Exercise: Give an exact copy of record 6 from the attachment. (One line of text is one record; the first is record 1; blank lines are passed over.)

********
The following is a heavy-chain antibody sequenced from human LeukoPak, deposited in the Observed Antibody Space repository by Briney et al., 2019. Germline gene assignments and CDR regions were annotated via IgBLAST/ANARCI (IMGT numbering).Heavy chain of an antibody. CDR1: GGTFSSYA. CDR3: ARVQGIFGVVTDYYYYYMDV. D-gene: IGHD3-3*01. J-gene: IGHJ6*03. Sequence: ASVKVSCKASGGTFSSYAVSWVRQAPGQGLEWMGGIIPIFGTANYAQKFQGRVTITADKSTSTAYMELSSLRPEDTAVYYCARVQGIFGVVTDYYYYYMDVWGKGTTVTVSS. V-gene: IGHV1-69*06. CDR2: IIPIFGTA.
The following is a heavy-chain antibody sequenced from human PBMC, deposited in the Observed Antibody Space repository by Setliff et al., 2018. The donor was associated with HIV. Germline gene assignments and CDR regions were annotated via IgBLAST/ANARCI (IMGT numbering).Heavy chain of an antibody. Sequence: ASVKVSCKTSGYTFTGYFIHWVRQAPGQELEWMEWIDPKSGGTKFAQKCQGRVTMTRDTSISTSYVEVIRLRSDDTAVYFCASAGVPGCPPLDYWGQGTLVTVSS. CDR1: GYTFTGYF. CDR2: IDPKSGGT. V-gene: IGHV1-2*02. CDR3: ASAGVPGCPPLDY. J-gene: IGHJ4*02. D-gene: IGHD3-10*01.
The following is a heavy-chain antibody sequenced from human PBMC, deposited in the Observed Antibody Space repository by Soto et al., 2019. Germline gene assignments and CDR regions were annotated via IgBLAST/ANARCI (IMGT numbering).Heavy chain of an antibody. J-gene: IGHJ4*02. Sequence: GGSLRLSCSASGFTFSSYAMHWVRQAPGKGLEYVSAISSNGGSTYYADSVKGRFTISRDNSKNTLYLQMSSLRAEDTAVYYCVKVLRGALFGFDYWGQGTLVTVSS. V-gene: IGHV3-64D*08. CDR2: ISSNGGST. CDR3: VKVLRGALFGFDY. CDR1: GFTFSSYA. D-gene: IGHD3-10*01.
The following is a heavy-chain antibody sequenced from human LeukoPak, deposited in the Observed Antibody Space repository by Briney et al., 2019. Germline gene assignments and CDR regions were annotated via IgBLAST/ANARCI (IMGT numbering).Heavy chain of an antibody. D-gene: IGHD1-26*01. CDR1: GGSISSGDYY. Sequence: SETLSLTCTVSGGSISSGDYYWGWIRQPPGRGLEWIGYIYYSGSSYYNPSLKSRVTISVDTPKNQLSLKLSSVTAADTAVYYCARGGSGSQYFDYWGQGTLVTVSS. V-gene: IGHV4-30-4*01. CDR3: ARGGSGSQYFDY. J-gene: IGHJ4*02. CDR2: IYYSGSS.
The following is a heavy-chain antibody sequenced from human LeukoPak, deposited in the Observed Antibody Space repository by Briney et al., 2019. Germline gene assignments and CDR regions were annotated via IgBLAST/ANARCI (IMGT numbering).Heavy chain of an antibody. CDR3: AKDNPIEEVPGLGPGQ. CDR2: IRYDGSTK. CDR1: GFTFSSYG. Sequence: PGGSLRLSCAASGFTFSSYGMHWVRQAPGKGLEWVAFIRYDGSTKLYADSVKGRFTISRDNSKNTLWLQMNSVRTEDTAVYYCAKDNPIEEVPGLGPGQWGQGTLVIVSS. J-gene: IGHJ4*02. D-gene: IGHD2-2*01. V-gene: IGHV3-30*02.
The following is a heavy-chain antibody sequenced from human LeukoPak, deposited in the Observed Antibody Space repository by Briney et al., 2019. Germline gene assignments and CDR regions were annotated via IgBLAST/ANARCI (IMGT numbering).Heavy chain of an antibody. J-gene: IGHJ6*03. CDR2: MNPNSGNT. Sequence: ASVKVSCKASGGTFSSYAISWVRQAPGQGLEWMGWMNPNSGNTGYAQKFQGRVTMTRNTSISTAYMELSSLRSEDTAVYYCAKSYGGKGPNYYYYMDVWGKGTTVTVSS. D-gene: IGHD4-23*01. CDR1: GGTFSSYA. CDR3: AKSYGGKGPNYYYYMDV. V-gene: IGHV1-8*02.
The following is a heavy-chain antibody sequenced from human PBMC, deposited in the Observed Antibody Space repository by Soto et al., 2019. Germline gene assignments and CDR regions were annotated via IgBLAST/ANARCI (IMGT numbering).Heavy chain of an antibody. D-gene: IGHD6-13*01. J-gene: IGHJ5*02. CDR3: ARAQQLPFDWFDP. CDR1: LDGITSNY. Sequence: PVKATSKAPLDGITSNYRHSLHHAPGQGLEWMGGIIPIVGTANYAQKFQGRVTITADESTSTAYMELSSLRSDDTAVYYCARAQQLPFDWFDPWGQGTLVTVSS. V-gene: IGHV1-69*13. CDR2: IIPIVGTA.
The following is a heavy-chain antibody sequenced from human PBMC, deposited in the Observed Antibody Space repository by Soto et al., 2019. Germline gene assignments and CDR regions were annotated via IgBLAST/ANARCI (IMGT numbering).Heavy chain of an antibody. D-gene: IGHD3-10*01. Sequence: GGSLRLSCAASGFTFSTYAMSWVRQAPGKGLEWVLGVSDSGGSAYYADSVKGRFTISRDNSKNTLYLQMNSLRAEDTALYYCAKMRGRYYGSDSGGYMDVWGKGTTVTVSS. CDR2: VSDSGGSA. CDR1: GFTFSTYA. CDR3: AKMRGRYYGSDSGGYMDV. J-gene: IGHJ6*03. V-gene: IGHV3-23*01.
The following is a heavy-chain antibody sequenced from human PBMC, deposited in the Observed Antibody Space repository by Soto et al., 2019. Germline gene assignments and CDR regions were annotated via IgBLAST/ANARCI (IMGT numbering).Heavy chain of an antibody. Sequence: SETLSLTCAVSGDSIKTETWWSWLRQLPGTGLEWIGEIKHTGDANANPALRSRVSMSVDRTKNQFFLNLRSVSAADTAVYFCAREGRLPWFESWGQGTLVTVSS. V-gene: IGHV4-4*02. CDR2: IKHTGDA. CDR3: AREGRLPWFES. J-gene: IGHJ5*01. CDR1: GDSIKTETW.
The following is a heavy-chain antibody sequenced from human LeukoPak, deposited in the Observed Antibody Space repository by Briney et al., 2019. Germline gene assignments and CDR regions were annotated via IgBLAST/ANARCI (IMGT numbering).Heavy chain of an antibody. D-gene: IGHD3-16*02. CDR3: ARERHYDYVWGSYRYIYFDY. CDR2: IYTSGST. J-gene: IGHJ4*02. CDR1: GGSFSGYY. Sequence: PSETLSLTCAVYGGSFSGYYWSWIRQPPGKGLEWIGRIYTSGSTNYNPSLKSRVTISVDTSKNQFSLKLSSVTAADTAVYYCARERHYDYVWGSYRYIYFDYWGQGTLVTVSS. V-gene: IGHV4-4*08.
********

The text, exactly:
The following is a heavy-chain antibody sequenced from human LeukoPak, deposited in the Observed Antibody Space repository by Briney et al., 2019. Germline gene assignments and CDR regions were annotated via IgBLAST/ANARCI (IMGT numbering).Heavy chain of an antibody. J-gene: IGHJ6*03. CDR2: MNPNSGNT. Sequence: ASVKVSCKASGGTFSSYAISWVRQAPGQGLEWMGWMNPNSGNTGYAQKFQGRVTMTRNTSISTAYMELSSLRSEDTAVYYCAKSYGGKGPNYYYYMDVWGKGTTVTVSS. D-gene: IGHD4-23*01. CDR1: GGTFSSYA. CDR3: AKSYGGKGPNYYYYMDV. V-gene: IGHV1-8*02.